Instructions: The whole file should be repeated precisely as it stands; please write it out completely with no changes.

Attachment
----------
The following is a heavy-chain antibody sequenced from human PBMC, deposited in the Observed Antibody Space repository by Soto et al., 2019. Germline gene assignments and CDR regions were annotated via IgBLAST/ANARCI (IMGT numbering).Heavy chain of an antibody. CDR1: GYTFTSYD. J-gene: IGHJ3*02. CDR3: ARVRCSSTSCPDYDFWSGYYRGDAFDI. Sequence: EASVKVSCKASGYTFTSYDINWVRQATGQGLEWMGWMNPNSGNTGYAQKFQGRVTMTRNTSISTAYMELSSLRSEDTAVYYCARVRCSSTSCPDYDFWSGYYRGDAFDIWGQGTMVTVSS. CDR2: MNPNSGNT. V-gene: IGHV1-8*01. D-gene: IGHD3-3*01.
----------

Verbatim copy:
The following is a heavy-chain antibody sequenced from human PBMC, deposited in the Observed Antibody Space repository by Soto et al., 2019. Germline gene assignments and CDR regions were annotated via IgBLAST/ANARCI (IMGT numbering).Heavy chain of an antibody. CDR1: GYTFTSYD. J-gene: IGHJ3*02. CDR3: ARVRCSSTSCPDYDFWSGYYRGDAFDI. Sequence: EASVKVSCKASGYTFTSYDINWVRQATGQGLEWMGWMNPNSGNTGYAQKFQGRVTMTRNTSISTAYMELSSLRSEDTAVYYCARVRCSSTSCPDYDFWSGYYRGDAFDIWGQGTMVTVSS. CDR2: MNPNSGNT. V-gene: IGHV1-8*01. D-gene: IGHD3-3*01.